All of this flies in the face of the law, which not only forbids churches from engaging in partisan politics, but in 1987 was amended to expressly extend to opposing political candidates.
Before we go further, it’s important to bring up an unavoidable issue when examining Nix’s so-called ministry, which is the possibility of mental illness.
To be clear, I have no first-hand knowledge in this area, and I’m not prepared to venture a guess. But the weird conspiracy theories, the suggestions of a new world order, the suggestions that traditional Catholics are being persecuted, and more certainly suggest serious issues.
This notion is supported by the Catholic News Agency (CNA), which recounts Nix’s multiple failed parish assignments, his inability to get along with others, his alleged threats and manipulation in an effort to control church officials, and more. One source allegedly told the CNA that Nix told him he was initially held back from ordination due to “psychological issues.”
All of this plays out in a church that some regard as the world’s last absolute monarchy. While the size of the church and its myriad layers of bureaucracy make this a somewhat questionable assertion, there is little doubt that, at the end of the day, the hierarchy is in control.
Indeed, one has only to look at my recent post on Fr. Mark White to realize that the Vatican and its hierarchy retains the right and authority to shut down dissent when it chooses to do so.
Thus, the response of the Very Rev. R. Michael Dollins, Vicar for Clergy in the Archdiocese of Denver, which I received after complaining about Nix’s flagrant fabrications and illegal involvement in partisan politics is troubling. Not only does it refuse to take action, but it urges me to do the same, even while acknowledging that there are Catholics who adhere to Nix’s beliefs.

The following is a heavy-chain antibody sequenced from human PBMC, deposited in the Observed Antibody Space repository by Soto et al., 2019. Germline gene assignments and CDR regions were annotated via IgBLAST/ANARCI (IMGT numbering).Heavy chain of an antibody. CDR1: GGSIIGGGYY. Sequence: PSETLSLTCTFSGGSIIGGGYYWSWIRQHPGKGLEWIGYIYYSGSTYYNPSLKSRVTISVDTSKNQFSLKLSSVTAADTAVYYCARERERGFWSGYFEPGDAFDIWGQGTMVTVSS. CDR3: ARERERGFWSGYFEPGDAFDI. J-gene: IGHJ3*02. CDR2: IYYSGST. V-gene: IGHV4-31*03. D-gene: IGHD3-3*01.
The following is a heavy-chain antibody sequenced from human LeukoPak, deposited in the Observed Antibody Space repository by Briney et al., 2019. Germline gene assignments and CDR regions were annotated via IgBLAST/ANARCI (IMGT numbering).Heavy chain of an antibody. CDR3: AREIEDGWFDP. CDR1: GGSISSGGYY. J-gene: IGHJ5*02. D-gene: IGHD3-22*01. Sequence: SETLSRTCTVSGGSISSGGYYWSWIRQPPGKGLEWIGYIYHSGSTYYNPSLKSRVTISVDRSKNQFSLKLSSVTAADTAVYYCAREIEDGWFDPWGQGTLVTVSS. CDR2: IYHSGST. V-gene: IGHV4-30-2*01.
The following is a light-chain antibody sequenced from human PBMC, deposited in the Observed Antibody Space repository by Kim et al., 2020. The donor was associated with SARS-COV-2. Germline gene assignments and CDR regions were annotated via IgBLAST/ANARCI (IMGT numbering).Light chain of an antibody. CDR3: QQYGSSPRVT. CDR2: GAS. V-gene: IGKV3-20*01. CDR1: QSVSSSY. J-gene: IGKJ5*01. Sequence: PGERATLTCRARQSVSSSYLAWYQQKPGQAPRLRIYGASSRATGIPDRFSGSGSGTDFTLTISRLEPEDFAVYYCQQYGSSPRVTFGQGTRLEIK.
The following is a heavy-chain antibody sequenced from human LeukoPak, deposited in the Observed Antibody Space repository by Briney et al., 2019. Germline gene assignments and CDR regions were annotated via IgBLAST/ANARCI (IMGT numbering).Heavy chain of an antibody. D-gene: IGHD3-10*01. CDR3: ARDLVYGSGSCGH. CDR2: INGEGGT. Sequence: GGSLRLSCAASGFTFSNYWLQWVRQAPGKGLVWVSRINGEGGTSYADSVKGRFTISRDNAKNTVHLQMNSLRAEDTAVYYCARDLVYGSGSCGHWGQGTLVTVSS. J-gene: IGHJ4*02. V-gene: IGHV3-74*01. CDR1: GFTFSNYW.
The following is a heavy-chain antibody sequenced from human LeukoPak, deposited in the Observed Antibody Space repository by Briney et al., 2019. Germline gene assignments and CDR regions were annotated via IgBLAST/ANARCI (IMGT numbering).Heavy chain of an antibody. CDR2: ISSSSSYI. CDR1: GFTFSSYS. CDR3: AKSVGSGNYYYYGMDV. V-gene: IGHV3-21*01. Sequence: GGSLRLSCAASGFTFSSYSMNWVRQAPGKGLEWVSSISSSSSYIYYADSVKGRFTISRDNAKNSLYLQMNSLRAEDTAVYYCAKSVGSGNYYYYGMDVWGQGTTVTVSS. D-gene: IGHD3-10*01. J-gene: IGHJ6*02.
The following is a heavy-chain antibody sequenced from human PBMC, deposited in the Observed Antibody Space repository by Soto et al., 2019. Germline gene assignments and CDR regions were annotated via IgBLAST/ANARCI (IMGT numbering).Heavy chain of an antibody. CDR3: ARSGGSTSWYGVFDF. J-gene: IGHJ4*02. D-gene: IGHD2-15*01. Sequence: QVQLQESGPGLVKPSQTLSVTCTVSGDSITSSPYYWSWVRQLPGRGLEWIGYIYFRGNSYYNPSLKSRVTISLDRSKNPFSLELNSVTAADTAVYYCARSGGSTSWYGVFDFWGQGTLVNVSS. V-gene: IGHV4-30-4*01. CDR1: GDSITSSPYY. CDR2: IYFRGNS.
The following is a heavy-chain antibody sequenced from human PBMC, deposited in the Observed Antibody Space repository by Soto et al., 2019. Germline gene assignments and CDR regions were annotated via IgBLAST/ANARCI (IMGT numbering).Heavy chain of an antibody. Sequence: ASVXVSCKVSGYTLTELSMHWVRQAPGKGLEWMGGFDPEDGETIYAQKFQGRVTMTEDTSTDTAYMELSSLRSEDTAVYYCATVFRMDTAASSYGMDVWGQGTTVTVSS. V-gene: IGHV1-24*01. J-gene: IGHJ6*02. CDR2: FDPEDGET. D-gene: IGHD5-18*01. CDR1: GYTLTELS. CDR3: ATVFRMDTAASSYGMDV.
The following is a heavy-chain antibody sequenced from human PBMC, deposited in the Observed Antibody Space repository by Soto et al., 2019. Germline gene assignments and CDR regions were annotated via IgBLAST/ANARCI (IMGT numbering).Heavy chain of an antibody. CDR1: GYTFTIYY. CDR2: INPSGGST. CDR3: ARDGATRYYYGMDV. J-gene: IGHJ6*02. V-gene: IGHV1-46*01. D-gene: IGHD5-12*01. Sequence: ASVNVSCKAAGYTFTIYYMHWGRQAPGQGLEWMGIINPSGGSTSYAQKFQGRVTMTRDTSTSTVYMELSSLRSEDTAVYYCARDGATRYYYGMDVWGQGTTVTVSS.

Here is a screen cap:
That begs the issue: Can the Catholic Church legally ignore priests who violate the laws against partisan political activity? Is it ethical to do so? Or to allow practicing Catholics to be dragged into weird deep-church, deep-state theories? What about allowing a Catholic priest to willingly undercut our democracy with lies and falsehoods?
Nor is this the only damage wrought by Nix.
Alana Chan, the young lady who committed suicide after being encouraged to engage in conversion therapy by Nix, is one victim.
Another victim is Chan’s parents, who have roundly condemned the archdiocese, even as the latter denies that Nix or the church engaged in conversion therapy.
In its response to Chan’s parents, church officials confirmed that there have been problems with Nix, even while noting that he remains in good standing with the diocese. Supra.
Will the Archdiocese of Denver pull a Pontius Pilate by continuing to allow Nix to harm American democracy, even as it washes his hands of him? Will it allow faithful Catholics to be misled with his weird brand of “traditional Catholicism,” mixed with weird conspiracy theories?
Only time will tell.
In the meantime, this member of the “endless talking heads,” to use Dollins’ phrase, is going to continue to shine light on this issue.